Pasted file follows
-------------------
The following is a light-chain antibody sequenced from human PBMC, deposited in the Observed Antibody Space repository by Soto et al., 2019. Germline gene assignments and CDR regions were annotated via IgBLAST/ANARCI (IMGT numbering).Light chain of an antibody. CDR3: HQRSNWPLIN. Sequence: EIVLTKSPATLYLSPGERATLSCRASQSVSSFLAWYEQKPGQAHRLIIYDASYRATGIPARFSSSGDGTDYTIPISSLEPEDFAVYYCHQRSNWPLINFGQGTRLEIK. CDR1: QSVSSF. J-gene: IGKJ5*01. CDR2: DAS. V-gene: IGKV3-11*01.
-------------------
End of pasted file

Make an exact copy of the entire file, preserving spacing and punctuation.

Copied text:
The following is a light-chain antibody sequenced from human PBMC, deposited in the Observed Antibody Space repository by Soto et al., 2019. Germline gene assignments and CDR regions were annotated via IgBLAST/ANARCI (IMGT numbering).Light chain of an antibody. CDR3: HQRSNWPLIN. Sequence: EIVLTKSPATLYLSPGERATLSCRASQSVSSFLAWYEQKPGQAHRLIIYDASYRATGIPARFSSSGDGTDYTIPISSLEPEDFAVYYCHQRSNWPLINFGQGTRLEIK. CDR1: QSVSSF. J-gene: IGKJ5*01. CDR2: DAS. V-gene: IGKV3-11*01.